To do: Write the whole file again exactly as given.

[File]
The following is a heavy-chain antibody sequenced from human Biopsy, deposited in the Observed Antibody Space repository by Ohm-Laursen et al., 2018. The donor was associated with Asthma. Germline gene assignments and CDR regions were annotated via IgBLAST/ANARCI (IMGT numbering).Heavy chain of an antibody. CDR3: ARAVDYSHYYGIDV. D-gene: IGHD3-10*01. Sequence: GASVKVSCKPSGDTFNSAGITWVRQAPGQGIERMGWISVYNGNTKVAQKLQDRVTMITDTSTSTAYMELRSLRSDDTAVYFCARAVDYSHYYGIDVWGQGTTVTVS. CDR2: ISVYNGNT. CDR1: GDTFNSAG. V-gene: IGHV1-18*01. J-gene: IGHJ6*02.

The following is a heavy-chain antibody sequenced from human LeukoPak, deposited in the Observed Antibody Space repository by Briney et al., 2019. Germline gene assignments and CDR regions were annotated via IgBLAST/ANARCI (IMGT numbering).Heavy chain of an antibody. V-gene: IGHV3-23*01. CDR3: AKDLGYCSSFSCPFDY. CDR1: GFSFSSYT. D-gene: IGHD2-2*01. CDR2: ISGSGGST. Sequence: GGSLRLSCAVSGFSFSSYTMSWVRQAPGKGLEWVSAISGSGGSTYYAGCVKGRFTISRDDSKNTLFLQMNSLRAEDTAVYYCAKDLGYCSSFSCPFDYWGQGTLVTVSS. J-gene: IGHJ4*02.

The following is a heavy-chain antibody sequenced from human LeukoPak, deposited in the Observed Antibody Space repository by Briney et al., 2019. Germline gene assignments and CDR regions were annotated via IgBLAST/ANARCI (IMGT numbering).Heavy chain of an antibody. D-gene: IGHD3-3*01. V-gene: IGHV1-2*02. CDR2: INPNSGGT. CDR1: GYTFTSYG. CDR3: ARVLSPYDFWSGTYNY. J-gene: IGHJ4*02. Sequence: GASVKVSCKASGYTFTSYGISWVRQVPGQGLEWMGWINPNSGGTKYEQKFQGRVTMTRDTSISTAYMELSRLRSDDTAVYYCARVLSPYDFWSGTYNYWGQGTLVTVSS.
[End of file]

The following is a heavy-chain antibody sequenced from human Biopsy, deposited in the Observed Antibody Space repository by Ohm-Laursen et al., 2018. The donor was associated with Asthma. Germline gene assignments and CDR regions were annotated via IgBLAST/ANARCI (IMGT numbering).Heavy chain of an antibody. CDR3: ARAVDYSHYYGIDV. D-gene: IGHD3-10*01. Sequence: GASVKVSCKPSGDTFNSAGITWVRQAPGQGIERMGWISVYNGNTKVAQKLQDRVTMITDTSTSTAYMELRSLRSDDTAVYFCARAVDYSHYYGIDVWGQGTTVTVS. CDR2: ISVYNGNT. CDR1: GDTFNSAG. V-gene: IGHV1-18*01. J-gene: IGHJ6*02.

The following is a heavy-chain antibody sequenced from human LeukoPak, deposited in the Observed Antibody Space repository by Briney et al., 2019. Germline gene assignments and CDR regions were annotated via IgBLAST/ANARCI (IMGT numbering).Heavy chain of an antibody. V-gene: IGHV3-23*01. CDR3: AKDLGYCSSFSCPFDY. CDR1: GFSFSSYT. D-gene: IGHD2-2*01. CDR2: ISGSGGST. Sequence: GGSLRLSCAVSGFSFSSYTMSWVRQAPGKGLEWVSAISGSGGSTYYAGCVKGRFTISRDDSKNTLFLQMNSLRAEDTAVYYCAKDLGYCSSFSCPFDYWGQGTLVTVSS. J-gene: IGHJ4*02.

The following is a heavy-chain antibody sequenced from human LeukoPak, deposited in the Observed Antibody Space repository by Briney et al., 2019. Germline gene assignments and CDR regions were annotated via IgBLAST/ANARCI (IMGT numbering).Heavy chain of an antibody. D-gene: IGHD3-3*01. V-gene: IGHV1-2*02. CDR2: INPNSGGT. CDR1: GYTFTSYG. CDR3: ARVLSPYDFWSGTYNY. J-gene: IGHJ4*02. Sequence: GASVKVSCKASGYTFTSYGISWVRQVPGQGLEWMGWINPNSGGTKYEQKFQGRVTMTRDTSISTAYMELSRLRSDDTAVYYCARVLSPYDFWSGTYNYWGQGTLVTVSS.